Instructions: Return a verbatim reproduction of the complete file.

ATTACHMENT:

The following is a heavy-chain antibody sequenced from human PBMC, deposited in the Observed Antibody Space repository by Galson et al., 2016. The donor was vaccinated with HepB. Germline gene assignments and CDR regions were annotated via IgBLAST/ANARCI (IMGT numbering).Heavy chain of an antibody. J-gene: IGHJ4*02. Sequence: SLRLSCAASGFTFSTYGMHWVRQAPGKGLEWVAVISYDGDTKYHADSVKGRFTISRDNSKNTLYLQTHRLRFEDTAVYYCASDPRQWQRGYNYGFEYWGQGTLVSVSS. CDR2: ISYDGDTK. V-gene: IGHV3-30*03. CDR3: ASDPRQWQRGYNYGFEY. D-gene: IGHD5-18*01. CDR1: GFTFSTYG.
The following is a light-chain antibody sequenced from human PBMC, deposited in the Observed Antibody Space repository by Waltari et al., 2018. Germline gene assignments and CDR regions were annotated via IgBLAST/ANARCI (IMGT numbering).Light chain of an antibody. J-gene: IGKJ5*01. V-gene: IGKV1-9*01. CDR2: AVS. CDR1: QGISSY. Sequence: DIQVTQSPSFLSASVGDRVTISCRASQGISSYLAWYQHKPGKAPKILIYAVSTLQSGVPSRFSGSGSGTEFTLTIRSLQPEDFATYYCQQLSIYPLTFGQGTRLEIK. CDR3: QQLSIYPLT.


The following is a heavy-chain antibody sequenced from human PBMC, deposited in the Observed Antibody Space repository by Galson et al., 2016. The donor was vaccinated with HepB. Germline gene assignments and CDR regions were annotated via IgBLAST/ANARCI (IMGT numbering).Heavy chain of an antibody. J-gene: IGHJ4*02. Sequence: SLRLSCAASGFTFSTYGMHWVRQAPGKGLEWVAVISYDGDTKYHADSVKGRFTISRDNSKNTLYLQTHRLRFEDTAVYYCASDPRQWQRGYNYGFEYWGQGTLVSVSS. CDR2: ISYDGDTK. V-gene: IGHV3-30*03. CDR3: ASDPRQWQRGYNYGFEY. D-gene: IGHD5-18*01. CDR1: GFTFSTYG.
The following is a light-chain antibody sequenced from human PBMC, deposited in the Observed Antibody Space repository by Waltari et al., 2018. Germline gene assignments and CDR regions were annotated via IgBLAST/ANARCI (IMGT numbering).Light chain of an antibody. J-gene: IGKJ5*01. V-gene: IGKV1-9*01. CDR2: AVS. CDR1: QGISSY. Sequence: DIQVTQSPSFLSASVGDRVTISCRASQGISSYLAWYQHKPGKAPKILIYAVSTLQSGVPSRFSGSGSGTEFTLTIRSLQPEDFATYYCQQLSIYPLTFGQGTRLEIK. CDR3: QQLSIYPLT.